- Certificate of housing counseling or homebuyer education, if you have one
How to efficiently shop for houses online
According to a 2018 report from the National Association of Realtors, 93% of buyers now look for homes online. The most popular websites for real estate listings include Zillow, Realtor.com and Trulia. Big real estate brokerages such as Re/Max and Century 21 also have extensive listings online. Listings on these sites often include photos, property details, sales history and school and neighborhood information. They allow you to learn a lot quickly about each property.
So how do you narrow it all down? Search functions on these websites let buyers define their search by a number of categories, including location, bedrooms, price range and even amenities like a clubhouse or a pool. Using the detailed search function will help you wade through the sea of listings online, especially if you have defined specific must-haves.
Horowitz warns buyers not to be too restrictive in their searches, as there may be a great property that’s just short one thing on your wish list.
One suggestion: Try flagging homes you like and then making a chart based on where they stand on your top priorities, your preference and any deal-breakers.
Most of these sites let buyers set up email alerts for future listings that meet their specifications as well. Set one up and you’ll be informed immediately of any new listings. Real estate agents will also set up alerts like this for their clients.
Other ways to shop for houses
Real estate agent or brokerage
Agents often have a great sense of what’s available in their local market. They may be able to point you toward neighborhoods you hadn’t considered, or homes you’d overlooked. Local real estate brokerages often post listings in their front windows to browse. Check them out or head in and meet an agent to see more options.
For sale by owner
Sometimes sellers prefer not to use a real estate agent to avoid paying a commission. They may list their home on online bulletin boards such as Craigslist, use the website ForSaleByOwner.com or use a yard sign. According to the National Association of Realtors, 7% of 2018 home sales were for sale by owner. Be mindful that when an owner isn’t using a seller’s agent, they may not want to pay a buyer’s agent commission or deal with agents at all. In these cases, it’s up to you to decide if you feel comfortable buying with the advice of a real estate attorney, or if you want to use a real estate agent and pay your own commission.
This one can be a long shot. If you see a home you like, you can approach the owner in person or by mail to see if they are interested in selling. You might also consider asking an agent to do this on your behalf, Horowitz said, as they can use their experience and advocate for you in the process.
What to do when you find a promising home
Walk through the property
Go visit the house and walk through the whole thing, including the basement and any outdoor areas. Open the closets and the cabinets. Get a real sense for how much space is inside and how much storage there is. Try to visualize how your things would fit inside.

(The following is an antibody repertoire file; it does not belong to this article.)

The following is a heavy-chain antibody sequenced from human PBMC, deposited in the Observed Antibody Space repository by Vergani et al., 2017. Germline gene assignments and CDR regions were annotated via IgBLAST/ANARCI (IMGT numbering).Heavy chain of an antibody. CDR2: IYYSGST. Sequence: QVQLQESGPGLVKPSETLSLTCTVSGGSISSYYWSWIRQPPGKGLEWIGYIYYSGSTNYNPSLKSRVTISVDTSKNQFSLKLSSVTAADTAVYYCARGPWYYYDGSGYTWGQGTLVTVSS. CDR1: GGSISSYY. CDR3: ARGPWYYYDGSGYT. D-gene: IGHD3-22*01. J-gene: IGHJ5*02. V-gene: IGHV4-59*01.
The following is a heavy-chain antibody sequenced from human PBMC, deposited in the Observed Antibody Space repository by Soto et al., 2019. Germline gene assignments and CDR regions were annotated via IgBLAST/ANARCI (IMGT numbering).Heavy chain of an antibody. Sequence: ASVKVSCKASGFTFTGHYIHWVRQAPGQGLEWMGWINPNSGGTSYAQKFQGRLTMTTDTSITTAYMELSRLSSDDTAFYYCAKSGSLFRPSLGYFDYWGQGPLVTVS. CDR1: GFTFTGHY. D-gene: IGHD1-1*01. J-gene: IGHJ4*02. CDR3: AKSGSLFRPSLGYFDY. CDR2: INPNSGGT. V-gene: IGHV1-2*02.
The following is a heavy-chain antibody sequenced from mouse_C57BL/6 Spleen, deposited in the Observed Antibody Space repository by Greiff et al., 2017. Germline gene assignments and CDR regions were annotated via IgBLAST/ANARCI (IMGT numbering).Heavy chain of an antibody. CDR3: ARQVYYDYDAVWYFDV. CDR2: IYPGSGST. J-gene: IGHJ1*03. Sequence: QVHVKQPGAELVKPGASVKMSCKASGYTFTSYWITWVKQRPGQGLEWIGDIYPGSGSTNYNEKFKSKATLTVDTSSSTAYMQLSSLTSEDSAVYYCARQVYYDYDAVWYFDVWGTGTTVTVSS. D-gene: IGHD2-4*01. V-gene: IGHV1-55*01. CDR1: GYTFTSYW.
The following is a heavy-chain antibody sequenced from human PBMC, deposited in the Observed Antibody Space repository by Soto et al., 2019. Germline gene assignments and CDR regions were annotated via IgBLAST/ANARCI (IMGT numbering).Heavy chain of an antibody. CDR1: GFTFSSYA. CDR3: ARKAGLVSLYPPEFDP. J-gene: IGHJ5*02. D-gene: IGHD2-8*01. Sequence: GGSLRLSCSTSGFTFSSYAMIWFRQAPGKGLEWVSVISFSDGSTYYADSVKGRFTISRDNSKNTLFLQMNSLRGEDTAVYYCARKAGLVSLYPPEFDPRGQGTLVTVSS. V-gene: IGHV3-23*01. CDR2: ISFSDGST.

Take the time to look at the condition of the house
Look at the ceilings for any signs of water damage or leaks. Check if the roof appears to be in good condition. Same goes for the basement. Of course, a more professional inspection will probably follow, but this is your first chance to get an idea of what kind of shape the house is in.
Focus on the bare bones, not the decoration
Don’t get distracted by fancy furniture or new cabinets, Horowitz said. She tells buyers to focus on the “bones” of the house, its overall area, room layout and setting. Over time, a terrible driveway is a much harder thing to fix than an old kitchen sink.
Understand the nitty gritty
Make sure you get answers to questions about basic utilities, heating and cooling, taxes and possible fees. Is the house on a sewer or a septic system? Is it connected to public water or a well? Are their monthly HOA fees? Central air conditioning or in-window units? What about restrictions or community rules about renovation? These things might not be front-of-mind when visiting a house for the first time, but they will matter down the road.
Make notes and take photos
Agents will usually hand you an information sheet for each house. Take notes on them about things you did or didn’t like. You might think now that you’ll remember each house, but once you’ve seen a dozen, things may start to blend together. Taking photos is another great way to remember each home, and also may give a more accurate impression of the space than the stylized pictures online. Some agents even recommend you give each house a numerical rating at the end of the tour as a way to rank your preferences.
The bottom line
Buying a home is a big financial decision. Put in the time to prepare for the process, including getting prequalification or preapproval for a mortgage. Don’t be afraid to ask questions, especially of your real estate agent. Take it step by step and keep your overall priorities in mind.